“Leveraging the AfCTA for Post-Covid Economic Recovery in Southern Africa: The Role of SADC Parliamentary Forum and National Parliaments.”
The COVID-19 pandemic’s impact on the global economy has been unprecedented, with many countries experiencing steep recessions and rapid economic downturns. The widespread social-distancing measures have resulted in sharp contractions of financial conditions including steep declines in remittance flows and massive outflows of capital, a slip down in foreign demand, massive disruptions of global trade, supply chains, travel, tourism, and finance, decline in consumption of goods and services leading to lost production, operational challenges for companies caused by delays in input deliveries, compounded by increased reliance on global supply chains. The baseline forecast envisages a 5.2 percent decline in global gross domestic product (GDP) – the deepest global recession in eight decades – while Emerging Markets and Developing Economies (EDME) GDP is expected to experience a contraction of about 2.5 percent, including in per capita income, resulting in several thousands of people slipping back into poverty.
 Global Economic Prospects [Internet]. World Bank. Available at: https://www.worldbank.org/en/publication/global-economic-prospects
THE IMPACT OF COVID-19 IN SOUTHERN AFRICA
It must be remembered that most Southern African countries were already facing economic challenges before Covid-19. The pandemic has therefore, aggravated the vulnerability of citizens of the region, a significant percentage of whom were already living in extreme poverty as countries grapple with climate shocks, energy deficit, rising debt levels, acute food and water insecurity, high chronic malnutrition, livestock diseases and crop destruction caused by dry spells, flash floods and migratory locusts.
The COVID-19 pandemic has adversely affected key social and economic development in the SADC region, with commodity and export dependence, declining foreign direct investment, low tourist arrivals and rising debt levels as the primary ways through which regional economies will be undermined. The gloom picture of the impact of the pandemic on the SADC region is aptly captured by the United Nations Economic Commission for Africa (UNECA), which in its analysis of the impact of COVID-19 on socio-economic development patterns in Southern Africa observes thus:
declining growth prospects in the major export markets of China, the United States and the European Union due to the virus has led to lower commodity prices and hence lower export revenues for the highly commodity dependent region. Consequently, the already challenged Southern African Development Community economy is expected to contract by about 3.3 percent in 2020, debt levels are expected to increase to 90 percent of regional gross domestic product (GDP) and budget deficits will balloon to 9 percent of GDP due to the increase in health spending as well as the provision of stimulus packages to sustain economies. The depreciation of local exchange rate will result in accelerating price increases for imported products, including medicines and medical equipment required to fight COVID-19, and will increase foreign currency-denominated debt burden, making debt management and servicing more challenging. The economic contraction of the highly informalized regional economies will result in higher levels of unemployment, especially among women and the youth, who are the principal entrepreneurs in cross border trade and micro, small and medium enterprises. The pandemic will increase financial fragility in Southern Africa, as foreign investors pull money from the local markets, further undermining the regional economies. Similarly, the already strained healthcare systems, the struggling education sectors, and the high levels of inequality and poverty will be worsened.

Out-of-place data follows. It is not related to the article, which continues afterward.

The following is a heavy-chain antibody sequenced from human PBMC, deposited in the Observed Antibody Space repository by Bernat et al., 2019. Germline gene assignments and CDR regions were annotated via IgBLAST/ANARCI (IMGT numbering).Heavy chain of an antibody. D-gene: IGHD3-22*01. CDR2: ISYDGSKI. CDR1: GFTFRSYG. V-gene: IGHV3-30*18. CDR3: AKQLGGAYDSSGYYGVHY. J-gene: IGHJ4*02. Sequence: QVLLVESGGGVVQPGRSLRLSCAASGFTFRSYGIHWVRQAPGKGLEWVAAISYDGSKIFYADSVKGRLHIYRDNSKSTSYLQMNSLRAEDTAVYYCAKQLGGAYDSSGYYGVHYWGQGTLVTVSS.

United Nations Economic Commission for Africa (UNECA), May 2020. Socio-Economic Impact of Covid-19 in Southern Africa. Lusaka ZAMBIA.
NEED FOR POST- COVID RECOVERY AND RECONSTRUCTION FOR SADC COUNTRIES
Countries have justifiably been preoccupied with addressing the immediate economic shocks from the COVID-19 pandemic, including providing emergence and social protection measures to families that have been rendered more vulnerable and providing financial support to businesses so that they avoid collapsing. However, there is need to start focusing on post-Covid recovery and reconstruction to kick-start production and push economies towards recovery. It has been argued that fighting this coronavirus is like fighting a war and to recover after that war, countries will need to study the lessons of previous post-war reconstructions as they will require a modern Marshall Plan to rebuild after COVID-19. That means there will be need for a public-led reconstruction plan to rebuild the economy and create opportunities.
Post-Covid reconstruction in SADC should seek to build local capacities not just for industry and trade but also for the state. The Covid-19 experience has revealed significant capacity gaps our state institution states, and it was not a coincidence that where state institutions were weak, the country’s response to the Covid-19 pandemic was also poor. Thus, there is need to give priority to building the capacity of the state to respond to future pandemics and natural disasters.
In this regard, SADC Member States should strengthen the international, regional and national solidarity shown in the efforts to contain the pandemic through stronger regional coordination to complement national level efforts. SADC countries should employ multipronged approaches collectively and individually, including appealing to debtor nations and institutions for moratorium on debt and debt servicing arrangements including debt-standstill and cancellation and expansionary monetary policies to boost economies taking advantage of the moderate inflationary environment in most countries.
The intensification of economic diversification, value addition and beneficiation must be prioritised, coupled with accelerated rollout of regional industrialisation programmes to boost industry, cushion economies against the decline in global economic growth and support the growth of micro, small and medium enterprises. Member States should also intensify support to local micro, small and medium enterprises and domestic private sector (both formal and informal) through fiscal stimulus packages consisting of grants, concessionary loans and tax reductions.